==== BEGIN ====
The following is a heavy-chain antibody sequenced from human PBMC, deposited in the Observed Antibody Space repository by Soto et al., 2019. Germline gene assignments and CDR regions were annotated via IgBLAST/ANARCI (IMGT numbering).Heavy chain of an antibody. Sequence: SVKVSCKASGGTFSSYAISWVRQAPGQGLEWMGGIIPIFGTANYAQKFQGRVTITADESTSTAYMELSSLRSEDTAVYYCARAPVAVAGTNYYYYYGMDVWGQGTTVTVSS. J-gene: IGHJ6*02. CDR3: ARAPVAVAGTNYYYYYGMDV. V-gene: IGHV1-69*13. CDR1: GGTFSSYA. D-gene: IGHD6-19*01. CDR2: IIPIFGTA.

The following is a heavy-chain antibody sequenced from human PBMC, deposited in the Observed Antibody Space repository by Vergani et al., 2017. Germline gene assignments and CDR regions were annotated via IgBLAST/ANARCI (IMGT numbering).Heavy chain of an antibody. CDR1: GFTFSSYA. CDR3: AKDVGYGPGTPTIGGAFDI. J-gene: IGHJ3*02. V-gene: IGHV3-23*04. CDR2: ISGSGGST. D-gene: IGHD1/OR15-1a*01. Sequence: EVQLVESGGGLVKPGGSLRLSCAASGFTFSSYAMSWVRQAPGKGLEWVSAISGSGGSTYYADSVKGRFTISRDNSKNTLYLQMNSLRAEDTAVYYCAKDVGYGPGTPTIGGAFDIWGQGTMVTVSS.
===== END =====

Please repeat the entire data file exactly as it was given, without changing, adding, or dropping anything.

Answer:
The following is a heavy-chain antibody sequenced from human PBMC, deposited in the Observed Antibody Space repository by Soto et al., 2019. Germline gene assignments and CDR regions were annotated via IgBLAST/ANARCI (IMGT numbering).Heavy chain of an antibody. Sequence: SVKVSCKASGGTFSSYAISWVRQAPGQGLEWMGGIIPIFGTANYAQKFQGRVTITADESTSTAYMELSSLRSEDTAVYYCARAPVAVAGTNYYYYYGMDVWGQGTTVTVSS. J-gene: IGHJ6*02. CDR3: ARAPVAVAGTNYYYYYGMDV. V-gene: IGHV1-69*13. CDR1: GGTFSSYA. D-gene: IGHD6-19*01. CDR2: IIPIFGTA.

The following is a heavy-chain antibody sequenced from human PBMC, deposited in the Observed Antibody Space repository by Vergani et al., 2017. Germline gene assignments and CDR regions were annotated via IgBLAST/ANARCI (IMGT numbering).Heavy chain of an antibody. CDR1: GFTFSSYA. CDR3: AKDVGYGPGTPTIGGAFDI. J-gene: IGHJ3*02. V-gene: IGHV3-23*04. CDR2: ISGSGGST. D-gene: IGHD1/OR15-1a*01. Sequence: EVQLVESGGGLVKPGGSLRLSCAASGFTFSSYAMSWVRQAPGKGLEWVSAISGSGGSTYYADSVKGRFTISRDNSKNTLYLQMNSLRAEDTAVYYCAKDVGYGPGTPTIGGAFDIWGQGTMVTVSS.